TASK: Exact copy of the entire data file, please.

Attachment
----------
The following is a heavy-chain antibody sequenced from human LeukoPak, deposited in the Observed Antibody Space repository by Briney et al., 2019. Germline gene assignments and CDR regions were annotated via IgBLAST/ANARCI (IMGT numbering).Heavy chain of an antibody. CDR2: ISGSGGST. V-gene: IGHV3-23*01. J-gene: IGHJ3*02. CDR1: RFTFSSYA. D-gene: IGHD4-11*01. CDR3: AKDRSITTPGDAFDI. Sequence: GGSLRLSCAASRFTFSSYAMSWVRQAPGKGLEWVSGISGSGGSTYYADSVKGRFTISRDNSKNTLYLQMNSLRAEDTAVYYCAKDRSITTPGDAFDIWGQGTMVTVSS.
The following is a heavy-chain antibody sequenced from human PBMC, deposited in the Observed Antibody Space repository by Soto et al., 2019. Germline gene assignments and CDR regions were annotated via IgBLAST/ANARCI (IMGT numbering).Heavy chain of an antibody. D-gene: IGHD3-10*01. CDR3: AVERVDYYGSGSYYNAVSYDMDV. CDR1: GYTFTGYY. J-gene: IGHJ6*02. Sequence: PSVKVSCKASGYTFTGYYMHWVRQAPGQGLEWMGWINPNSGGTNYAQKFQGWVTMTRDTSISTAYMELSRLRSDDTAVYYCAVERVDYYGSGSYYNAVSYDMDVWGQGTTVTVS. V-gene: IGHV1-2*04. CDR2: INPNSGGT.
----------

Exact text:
The following is a heavy-chain antibody sequenced from human LeukoPak, deposited in the Observed Antibody Space repository by Briney et al., 2019. Germline gene assignments and CDR regions were annotated via IgBLAST/ANARCI (IMGT numbering).Heavy chain of an antibody. CDR2: ISGSGGST. V-gene: IGHV3-23*01. J-gene: IGHJ3*02. CDR1: RFTFSSYA. D-gene: IGHD4-11*01. CDR3: AKDRSITTPGDAFDI. Sequence: GGSLRLSCAASRFTFSSYAMSWVRQAPGKGLEWVSGISGSGGSTYYADSVKGRFTISRDNSKNTLYLQMNSLRAEDTAVYYCAKDRSITTPGDAFDIWGQGTMVTVSS.
The following is a heavy-chain antibody sequenced from human PBMC, deposited in the Observed Antibody Space repository by Soto et al., 2019. Germline gene assignments and CDR regions were annotated via IgBLAST/ANARCI (IMGT numbering).Heavy chain of an antibody. D-gene: IGHD3-10*01. CDR3: AVERVDYYGSGSYYNAVSYDMDV. CDR1: GYTFTGYY. J-gene: IGHJ6*02. Sequence: PSVKVSCKASGYTFTGYYMHWVRQAPGQGLEWMGWINPNSGGTNYAQKFQGWVTMTRDTSISTAYMELSRLRSDDTAVYYCAVERVDYYGSGSYYNAVSYDMDVWGQGTTVTVS. V-gene: IGHV1-2*04. CDR2: INPNSGGT.